By Ju-min Park and Ben Blanchard
BEIJING/SEOUL (Reuters) - North Korea, engaged for weeks in threats of war with South Korea and the United States, appears to be preparing for a fourth nuclear test, with movement at its atomic test site mirroring earlier blasts, a newspaper reported on Monday.
The report, quoting a senior South Korean government official, followed unusually harsh rebukes of North Korea by China, Pyongyang's sole diplomatic and financial ally.
Speculation has been building that North Korea might undertake some new provocative action this week - possibly a missile test. It was February's nuclear test that prompted tougher U.N. sanctions that have angered Pyongyang.
North Korean authorities have told embassies in Pyongyang they could not guarantee their safety from Wednesday - after saying conflict was inevitable amid joint U.S.-South Korean military exercises due to last until the end of the month. No diplomats appear to have left the North Korean capital.
U.S. Secretary of State John Kerry visits Seoul later this week and the North holds celebrations and possibly military demonstrations next Monday to mark the birth date of its founder, Kim Il-Sung - grandfather of the current leader, 30-year-old Kim Jong-un.
South Korea's JoongAng Ilbo daily, quoting a senior South Korean government official, said activity at North Korea's atomic test site was similar to that observed before the February 12 blast.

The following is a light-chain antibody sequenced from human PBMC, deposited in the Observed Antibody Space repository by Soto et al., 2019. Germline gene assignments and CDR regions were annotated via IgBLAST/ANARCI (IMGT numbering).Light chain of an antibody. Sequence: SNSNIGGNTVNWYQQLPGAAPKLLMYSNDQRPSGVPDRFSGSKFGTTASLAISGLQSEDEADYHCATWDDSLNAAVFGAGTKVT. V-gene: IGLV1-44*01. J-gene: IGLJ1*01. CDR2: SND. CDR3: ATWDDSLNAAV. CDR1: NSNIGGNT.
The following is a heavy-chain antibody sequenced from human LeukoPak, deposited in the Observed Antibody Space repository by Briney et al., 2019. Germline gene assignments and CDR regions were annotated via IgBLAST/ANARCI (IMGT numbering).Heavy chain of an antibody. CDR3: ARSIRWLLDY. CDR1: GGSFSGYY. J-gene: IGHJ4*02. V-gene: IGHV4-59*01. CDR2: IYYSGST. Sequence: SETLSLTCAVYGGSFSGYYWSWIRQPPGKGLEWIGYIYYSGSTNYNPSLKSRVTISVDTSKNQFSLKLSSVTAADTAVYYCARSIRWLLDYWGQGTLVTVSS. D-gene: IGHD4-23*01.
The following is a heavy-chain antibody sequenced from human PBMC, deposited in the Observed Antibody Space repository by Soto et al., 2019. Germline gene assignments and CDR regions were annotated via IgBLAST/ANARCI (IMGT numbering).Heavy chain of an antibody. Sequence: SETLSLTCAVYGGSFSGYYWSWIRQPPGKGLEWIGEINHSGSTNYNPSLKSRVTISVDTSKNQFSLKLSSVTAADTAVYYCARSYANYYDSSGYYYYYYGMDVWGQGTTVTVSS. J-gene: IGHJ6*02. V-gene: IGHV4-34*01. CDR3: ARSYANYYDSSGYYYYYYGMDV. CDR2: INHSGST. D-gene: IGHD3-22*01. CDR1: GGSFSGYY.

"There are recent active movements of manpower and vehicles at the southern tunnel at Punggye-ri," the official told the newspaper.
South Korea's Defense Ministry was unruffled by the report, saying it has been long prepared for a new test.
"That has not changed at this point. Vehicles and people can come and go because there are several facilities around the nuclear test site," spokesman Kim Min-seok told a briefing.
Pyongyang moved what appeared to be a mid-range Musudan missile to its east coast, according to media reports last week.
The turmoil has hit South Korean financial markets, long used to upsets over the North. Shares in Seoul dipped to a four-month low on Monday as the rhetoric prompted selling by foreigners after substantial losses on Friday.
Moody's credit rating agency said in a report on Monday that the rise in North Korean rhetoric and the re-starting of a nuclear plant to make fissile material had made the current situation "more dangerous" and negative for South Korean assets.
A prominent symbol of inter-Korean cooperation, the Kaesong industrial park inside the North Korean border, is also in doubt after Pyongyang prevented southerners from entering last week. Several hundred South Koreans inside have since returned home.
A spokesman for the South Korean Unification Ministry said 13 companies out of around 120 firms had stopped operations there because of a lack of raw materials.
North Korea would seek to get the most mileage from whatever action it undertook, said Yang Moo-Jin of the University of North Korean studies in Seoul.